Ten Days In Portugal
Last Updated: July 25, 2019

10 Days In Portugal: An Epic Seaside Itinerary

A 10-day holiday in Portugal can be as simple as getting a beachfront apartment and enjoying the sun, sea and sand the entire time.

But that is not what I have in mind.

If you are an adventurous traveller, someone who likes to explore and discover new places, who can’t stay in the same place for three days, then this is the itinerary for you.

Especially if you can’t decide for yourself what is and what isn’t worth seeing in this stunning seaside country.

10-Day Itinerary: The Best of Portugal

The itinerary covers all major cities in Portugal, the beautiful Algarve region, and a couple of historic towns with stunning monuments and buildings. Oh, and there’s a national park with great trails, for all you avid hikers!

If you follow this itinerary, you will see some of the most iconic places in Portugal, with lots of castles, gardens, churches and beaches. That’s an extremely rough description, but I hope just enough to get you interested. :>

Overview

This is a basic overview of what I consider to be the best way to explore Portugal. The itinerary allows for changes and improvisations – you don’t have to stick to it completely. You can just pick out the places you like the most and stick to them. But if you really want to see as much of the country as you can in 10 days, then I think you will find this easy to follow.

Itinerary Outline

  1. Algarve (Faro)
  2. Algarve (Lagos)
  3. Sines
  4. Lisbon
  5. Sintra
  6. Coimbra
  7. Porto
  8. Peneda-Gerês National Park

Important Information

Before we get to the perfect travel itinerary, there are some important facts you should know about Portugal (train passes, timezone, currency etc.). They should help you plan out your trip, and avoid any nasty surprises (like not having a proper adapter to charge your phone).

Portugal Facts & Useful Information

  • Travel: My recommendation for getting around Portugal is renting a car. It is fairly inexpensive, and it’s without a doubt the fastest way to get around the country. But if that’s not an option for you, then getting around by train is the second best option. The tickets are inexpensive, and most cities in this itinerary are connected by railroads. You can also get around by bus – Rede Expressos is the largest national bus company in Portugal, and they can take you almost anywhere on this itinerary.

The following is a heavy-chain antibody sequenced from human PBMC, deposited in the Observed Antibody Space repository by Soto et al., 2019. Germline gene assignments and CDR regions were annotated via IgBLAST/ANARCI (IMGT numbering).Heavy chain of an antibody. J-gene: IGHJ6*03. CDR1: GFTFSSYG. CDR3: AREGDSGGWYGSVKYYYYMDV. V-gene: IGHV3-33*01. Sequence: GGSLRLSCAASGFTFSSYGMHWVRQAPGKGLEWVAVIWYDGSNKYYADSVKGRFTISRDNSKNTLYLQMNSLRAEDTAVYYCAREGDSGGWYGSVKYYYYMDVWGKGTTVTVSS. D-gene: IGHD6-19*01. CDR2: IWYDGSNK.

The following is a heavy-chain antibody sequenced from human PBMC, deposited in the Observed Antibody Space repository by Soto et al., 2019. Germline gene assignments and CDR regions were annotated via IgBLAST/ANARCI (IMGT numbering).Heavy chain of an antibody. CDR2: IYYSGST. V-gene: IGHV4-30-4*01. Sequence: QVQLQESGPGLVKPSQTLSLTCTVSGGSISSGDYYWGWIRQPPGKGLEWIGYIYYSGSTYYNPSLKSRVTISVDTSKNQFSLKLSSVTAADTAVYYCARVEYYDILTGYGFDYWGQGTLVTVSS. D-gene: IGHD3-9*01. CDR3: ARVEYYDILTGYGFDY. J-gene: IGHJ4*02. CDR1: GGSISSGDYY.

• Timetables: You can find timetables and tickets for train travel here. You can get a rail pass, which gives you unlimited travel for seven days max. And you can buy it in Faro, which is our starting point in this itinerary. But, that won’t cover your entire stay in Portugal. Also, buying two of these passes costs more money than renting a Renault Twingo, which brings me to my next point.
  • Car Rental: If you want to have full autonomy of your time in Portugal, renting a car is the best option. I did some digging, and you can pick up a car at Faro airport, drive it for 10 days and then drop it off at the Porto airport for as low $250. Which is a pretty good deal – I think you would end up spending a lot more money on train and bus tickets to get around the country. That’s the price for a small hatchback – if you want a bit more commodity, you could upgrade to a Seat Ibiza for an additional $25. Not too bad if you ask me.
  • Currency: The official currency of Portugal is Euro. It’s been that way since 2002. You will get the best exchange rate at banks, but you can also find 24-hour exchange solutions at airports and hotels.
  • Timezone: Portugal is in the GMT timezone. Most of Portugal anyway – some of the islands that are officially Portuguese are not in the same timezone. But this itinerary stays in mainland Portugal, so you only need to worry about that timezone. GMT is the same as in UK, one hour behind CET and 6 hours ahead of EST in USA.
  • Credit Card Acceptance: Hotels, shops and most restaurants will accept credit cards. Visa and MasterCard are widely accepted in the country, American Express less so. Museums and galleries usually don’t accept credit cards, since the admission fees tend to be really low. Additionally, there are lots of ATMs pretty much anywhere you go, so getting some cash shouldn’t be an issue. But, I strongly recommend that you don’t rely solely on your credit card and that you don’t create bills that you can’t cover with cash at that exact moment. Just to be on the safe side.